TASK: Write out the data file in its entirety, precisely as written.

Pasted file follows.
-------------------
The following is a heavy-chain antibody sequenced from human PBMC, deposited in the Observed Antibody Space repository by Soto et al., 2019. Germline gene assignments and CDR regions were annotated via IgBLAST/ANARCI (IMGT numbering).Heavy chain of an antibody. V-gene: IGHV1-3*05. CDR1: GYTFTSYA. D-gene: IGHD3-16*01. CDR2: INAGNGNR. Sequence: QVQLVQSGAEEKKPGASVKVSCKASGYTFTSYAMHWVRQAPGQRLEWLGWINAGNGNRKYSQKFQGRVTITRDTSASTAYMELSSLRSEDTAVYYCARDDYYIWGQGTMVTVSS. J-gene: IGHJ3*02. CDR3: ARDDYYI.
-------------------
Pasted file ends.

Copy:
The following is a heavy-chain antibody sequenced from human PBMC, deposited in the Observed Antibody Space repository by Soto et al., 2019. Germline gene assignments and CDR regions were annotated via IgBLAST/ANARCI (IMGT numbering).Heavy chain of an antibody. V-gene: IGHV1-3*05. CDR1: GYTFTSYA. D-gene: IGHD3-16*01. CDR2: INAGNGNR. Sequence: QVQLVQSGAEEKKPGASVKVSCKASGYTFTSYAMHWVRQAPGQRLEWLGWINAGNGNRKYSQKFQGRVTITRDTSASTAYMELSSLRSEDTAVYYCARDDYYIWGQGTMVTVSS. J-gene: IGHJ3*02. CDR3: ARDDYYI.